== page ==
Say you know you want to major in biology, and your school offers both a BS and BA degree option. If your primary goal is to have as much biology knowledge as you can and complete hands on research, consider a BS. This is also often the better choice if you want to continue your STEM learning after your undergrad, whether in a PhD program, med school, etc. On the other hand, if you want to major in biology but also want to learn about other topics, such as foreign language, social science, etc. and aren't as interested in the more technical options, then a BA could be the better choice. Common career options for BA Biology majors are teaching, working at a zoo/museum/national park, and becoming a scientific writer.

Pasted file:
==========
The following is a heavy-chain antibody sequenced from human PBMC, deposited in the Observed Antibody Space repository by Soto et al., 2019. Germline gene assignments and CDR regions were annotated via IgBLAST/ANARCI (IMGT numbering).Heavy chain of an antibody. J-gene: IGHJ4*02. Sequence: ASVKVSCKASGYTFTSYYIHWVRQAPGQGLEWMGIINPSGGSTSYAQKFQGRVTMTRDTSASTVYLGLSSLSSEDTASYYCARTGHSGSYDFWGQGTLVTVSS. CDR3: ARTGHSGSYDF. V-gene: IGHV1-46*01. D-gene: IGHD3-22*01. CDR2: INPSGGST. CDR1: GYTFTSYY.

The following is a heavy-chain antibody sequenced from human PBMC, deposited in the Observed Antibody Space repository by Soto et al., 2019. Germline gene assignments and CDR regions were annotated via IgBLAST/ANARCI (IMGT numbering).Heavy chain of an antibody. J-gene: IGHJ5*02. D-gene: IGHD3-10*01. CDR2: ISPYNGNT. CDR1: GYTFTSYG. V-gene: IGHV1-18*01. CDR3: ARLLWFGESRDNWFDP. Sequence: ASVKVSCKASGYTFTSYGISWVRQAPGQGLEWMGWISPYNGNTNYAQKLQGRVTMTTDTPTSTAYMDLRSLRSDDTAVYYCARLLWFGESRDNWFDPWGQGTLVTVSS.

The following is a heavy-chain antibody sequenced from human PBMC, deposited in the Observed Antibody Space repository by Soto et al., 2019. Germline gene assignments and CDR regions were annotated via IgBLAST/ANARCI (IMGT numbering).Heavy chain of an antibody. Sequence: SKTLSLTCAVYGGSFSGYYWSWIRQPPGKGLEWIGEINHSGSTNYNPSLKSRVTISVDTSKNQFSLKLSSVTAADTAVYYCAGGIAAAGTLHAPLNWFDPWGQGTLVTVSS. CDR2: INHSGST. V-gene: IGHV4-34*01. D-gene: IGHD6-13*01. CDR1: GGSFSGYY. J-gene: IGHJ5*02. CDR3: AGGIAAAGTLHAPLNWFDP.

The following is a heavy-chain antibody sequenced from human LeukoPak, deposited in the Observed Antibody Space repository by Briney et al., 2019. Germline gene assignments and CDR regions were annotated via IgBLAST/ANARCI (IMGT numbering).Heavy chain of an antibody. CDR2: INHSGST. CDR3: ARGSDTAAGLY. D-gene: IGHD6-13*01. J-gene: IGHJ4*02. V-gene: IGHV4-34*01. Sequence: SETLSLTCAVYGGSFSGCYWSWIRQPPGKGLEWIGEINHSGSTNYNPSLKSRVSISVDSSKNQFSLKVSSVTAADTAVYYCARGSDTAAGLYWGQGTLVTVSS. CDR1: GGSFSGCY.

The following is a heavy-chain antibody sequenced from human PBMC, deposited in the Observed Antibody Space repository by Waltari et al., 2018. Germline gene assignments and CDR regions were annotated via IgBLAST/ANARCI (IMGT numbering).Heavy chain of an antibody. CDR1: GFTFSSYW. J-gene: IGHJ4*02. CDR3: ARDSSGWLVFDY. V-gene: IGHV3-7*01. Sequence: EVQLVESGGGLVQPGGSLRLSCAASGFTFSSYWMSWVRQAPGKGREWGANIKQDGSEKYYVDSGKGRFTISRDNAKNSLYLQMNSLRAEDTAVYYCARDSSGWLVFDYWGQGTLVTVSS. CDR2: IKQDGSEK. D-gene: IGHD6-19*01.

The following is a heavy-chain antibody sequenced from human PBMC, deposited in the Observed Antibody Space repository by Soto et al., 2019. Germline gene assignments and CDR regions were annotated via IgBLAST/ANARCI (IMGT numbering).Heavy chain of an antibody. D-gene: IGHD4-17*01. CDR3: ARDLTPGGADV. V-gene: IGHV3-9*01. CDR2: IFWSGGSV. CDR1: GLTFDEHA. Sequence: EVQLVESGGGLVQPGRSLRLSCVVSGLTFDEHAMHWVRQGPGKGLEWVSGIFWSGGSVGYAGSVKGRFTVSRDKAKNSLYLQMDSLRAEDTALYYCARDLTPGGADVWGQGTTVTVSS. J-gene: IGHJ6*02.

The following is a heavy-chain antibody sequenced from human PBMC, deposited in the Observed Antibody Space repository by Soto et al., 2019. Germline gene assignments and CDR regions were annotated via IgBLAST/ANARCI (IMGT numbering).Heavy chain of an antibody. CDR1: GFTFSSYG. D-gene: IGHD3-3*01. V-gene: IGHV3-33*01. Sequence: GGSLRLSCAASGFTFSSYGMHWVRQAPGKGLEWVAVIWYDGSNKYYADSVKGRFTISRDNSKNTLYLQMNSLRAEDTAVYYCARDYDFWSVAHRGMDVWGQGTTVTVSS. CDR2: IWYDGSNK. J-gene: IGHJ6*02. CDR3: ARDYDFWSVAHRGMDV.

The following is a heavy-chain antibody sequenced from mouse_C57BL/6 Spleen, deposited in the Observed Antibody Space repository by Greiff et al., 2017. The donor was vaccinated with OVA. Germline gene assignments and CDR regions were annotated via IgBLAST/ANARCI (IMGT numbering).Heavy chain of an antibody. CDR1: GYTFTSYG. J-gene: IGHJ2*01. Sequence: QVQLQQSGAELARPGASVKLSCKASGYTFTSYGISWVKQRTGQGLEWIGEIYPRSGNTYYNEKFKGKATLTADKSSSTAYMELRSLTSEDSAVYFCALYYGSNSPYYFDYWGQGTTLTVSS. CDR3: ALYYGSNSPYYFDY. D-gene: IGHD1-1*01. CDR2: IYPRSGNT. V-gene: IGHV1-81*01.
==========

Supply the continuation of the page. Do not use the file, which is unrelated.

#3: What Career Do You Want?
As we mentioned above, the type of degree you get doesn't have a huge impact on the careers you're qualified for. Employers are generally much more interested in the specific courses you took, internships/work experiences, and your own personal interests and skill areas. If you want a job where you need a lot of technical or laboratory skills, a BS degree is often the better choice because BS degrees emphasize both of those skill areas. Having a BS degree might make it easier to prove to employees that you have the skills you need to thrive in a STEM career. However, other employers may better appreciate the different skills BA students often have, such as more time spent on developing communication skills, more classes devoted to history, and foreign language skills.